Richard STRAUSS (1864-1949)
Die schweigsame Frau (1934) [153:13]
Franz Hawlata - Sir Morosus; Julia Bauer - Aminta; Bernhard Berchtold
- Henry Morosus; Monika Straube - Theodosia Zimmerlein - Haushalterin;
Andreas Kindschuh - Der Barbier; Guibee Yang - Isotta; Tiina Penttinen
- Carlotta; Matthias Winter - Carlo Morbio; Kouta Räsänen - Cesare Vanuzzi;
Martin Gäbler - Giuseppe Farfallo
Chor des Oper Chemnitz; Robert-Schumann-Philharmonie/Frank Beermann
rec. 7-12 May 2012, Opernhaus Chemnitz, Germany. DDD
CPO 777 757-2 [3 CDs: 52:59 + 63:32 + 36:42]
Strauss was already seventy when he composed this
comic opera. It contains all the features typical of the works of his
later years: a very fluid admixture of Sprechgesang and recitative,
sparkling orchestration, sudden passages of soaring lyricism alternating
with almost Expressionist jaggedness and a tendency to "talkiness"
which places greater weight upon the quality and audibility of the libretto.
This latter was the result of his only collaboration with Stefan Zweig
before the Jewish author had to flee via Austria, London and ultimately
Brazil, where he and his wife committed suicide in 1942. Premiered in
1935, the opera has never been amongst Strauss's most popular.
Like "Intermezzo", it is probably too wordy ever to be so
but it has its fervent admirers.
I certainly enjoy it but could not, in all honesty, place it amongst
my favourites even in as good a performance as this. Despite being based
on Ben Jonson's play, “Epicoene or The Silent Woman”, it appears
to be a direct rip-off of "Don Pasquale", itself yet another
manifestation of a time-honoured, archetypal plot: a silly old man seeks
to disinherit a deserving nephew by marrying a supposedly biddable young
wife. I hope I am not offending die-hard Straussians if I say that I
find I prefer to think of this opera almost as much as a play set to
music than an opera. That said, I suppose there is a perfectly good
argument for saying that is exactly what an opera ideally should be
- and both Wagner and Hofmannsthal would certainly agree. The libretto
is literary and rather good, as you would expect from a celebrated playwright.
It helps if your German is up to snuff or if you at least follow with
the German-English libretto provided here. It is in some ways more subtle
and certainly more moving than Donizetti's version. The Grumpy
Old Man is a sympathetic figure despite his peccadilloes, who truly
seeks love and is initially grateful when he thinks he has found it.
Whether the music is the equal of Donizetti's, I leave to you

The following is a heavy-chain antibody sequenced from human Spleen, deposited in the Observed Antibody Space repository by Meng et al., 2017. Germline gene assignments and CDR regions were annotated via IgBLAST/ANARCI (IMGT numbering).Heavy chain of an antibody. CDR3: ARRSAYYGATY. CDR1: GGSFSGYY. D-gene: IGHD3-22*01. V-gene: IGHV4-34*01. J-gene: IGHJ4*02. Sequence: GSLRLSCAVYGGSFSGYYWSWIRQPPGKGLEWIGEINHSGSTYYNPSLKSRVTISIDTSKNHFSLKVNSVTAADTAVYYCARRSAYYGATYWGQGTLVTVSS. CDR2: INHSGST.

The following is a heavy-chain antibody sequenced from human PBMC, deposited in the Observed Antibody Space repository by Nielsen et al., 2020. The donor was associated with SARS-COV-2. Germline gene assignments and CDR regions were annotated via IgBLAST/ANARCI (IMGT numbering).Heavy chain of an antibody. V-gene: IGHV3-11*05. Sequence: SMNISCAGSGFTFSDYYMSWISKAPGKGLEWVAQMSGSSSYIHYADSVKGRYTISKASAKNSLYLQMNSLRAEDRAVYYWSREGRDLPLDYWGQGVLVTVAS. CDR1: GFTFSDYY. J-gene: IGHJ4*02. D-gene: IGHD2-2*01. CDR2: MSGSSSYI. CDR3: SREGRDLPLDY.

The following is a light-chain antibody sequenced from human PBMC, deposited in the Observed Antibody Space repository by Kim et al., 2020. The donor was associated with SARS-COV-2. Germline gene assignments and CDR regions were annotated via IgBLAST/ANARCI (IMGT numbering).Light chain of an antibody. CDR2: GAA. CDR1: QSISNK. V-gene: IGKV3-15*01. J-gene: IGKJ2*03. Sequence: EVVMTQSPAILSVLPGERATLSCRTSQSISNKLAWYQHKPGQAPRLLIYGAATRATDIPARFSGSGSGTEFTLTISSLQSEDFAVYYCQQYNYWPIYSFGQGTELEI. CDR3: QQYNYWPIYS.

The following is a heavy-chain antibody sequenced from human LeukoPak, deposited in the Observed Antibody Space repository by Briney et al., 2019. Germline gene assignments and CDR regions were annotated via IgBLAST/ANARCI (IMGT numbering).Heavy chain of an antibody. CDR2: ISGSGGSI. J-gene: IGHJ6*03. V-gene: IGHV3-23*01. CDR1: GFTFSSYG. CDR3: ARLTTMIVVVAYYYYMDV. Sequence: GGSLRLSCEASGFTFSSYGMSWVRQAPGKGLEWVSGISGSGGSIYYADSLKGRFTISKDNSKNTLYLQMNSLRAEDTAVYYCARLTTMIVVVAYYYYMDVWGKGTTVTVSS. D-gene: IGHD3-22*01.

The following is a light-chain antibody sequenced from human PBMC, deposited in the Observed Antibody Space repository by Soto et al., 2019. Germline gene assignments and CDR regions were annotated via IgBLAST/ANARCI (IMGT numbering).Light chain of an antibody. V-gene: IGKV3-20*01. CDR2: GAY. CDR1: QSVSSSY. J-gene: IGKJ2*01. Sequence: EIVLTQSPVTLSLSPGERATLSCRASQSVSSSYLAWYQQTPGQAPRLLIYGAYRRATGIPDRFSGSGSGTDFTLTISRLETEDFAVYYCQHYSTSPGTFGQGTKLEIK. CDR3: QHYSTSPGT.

For many, the preferred recording has long been the live, mono, Salzburg
Festival performance from 6 August 1959 under Karl Böhm – always at
his finest in Strauss. Obviously this modern digital recording scores
over that one in terms of sheer sound. It is lovely to hear orchestral
details that are swallowed up by the cruder acoustic of the old recording.
Apart from that given advantage, it is hard to find anything else from
Chemnitz which is superior - certainly not the tenor Bernhard Berchtold,
who sounds strained, small-voiced and over-parted. Even if he had not
the misfortune to be up against Fritz Wunderlich in freest, most lyrical
voice, he would be unimpressive. His last aria, “Willst du wirklich
mich nicht kennen?”, with its murderously high tessitura, comes close
to being an embarrassment. It is so poorly sung in a very uncomfortable,
mixed falsetto whine. The best singer here is soprano Julia Bauer; there
is a touch of steam whistle in the voice but those top notes are mightily
powerful and impressive. She characterises convincingly, even if she
is not as charming as Hilde Güden. Franz Hawlata is in good voice as
Sir Morosus without quite conjuring up the larger-than-life humour that
Hotter finds in the role. Even if Hotter is a little breathy and hollow-toned,
he is compelling, singing on a large scale. You will immediately hear
this in the “Bells” aria early on in Act 1, where Hawlata is more gravelly,
restrained and given to Sprechstimme. Andreas Kindschuh displays a handsome
baritone as the Barber but even he cannot be expected to eclipse the
suave Hermann Prey. The wobbly alto Housekeeper is no asset.
Conductor Franz Beermann must be congratulated for enabling an essentially
provincial orchestra to rise to the occasion and cope with this highly
complex score with its tricksy cross-rhythms. That said, they are not
the Vienna Philharmonic and Böhm points the humour more wittily. Both
the DG issue and this new recording offer a full libretto and English
In short, unless modern sound is essential to you, there is little reason
to opt for this new recording if you want to hear this late flowering
of Strauss’s theatrical genius.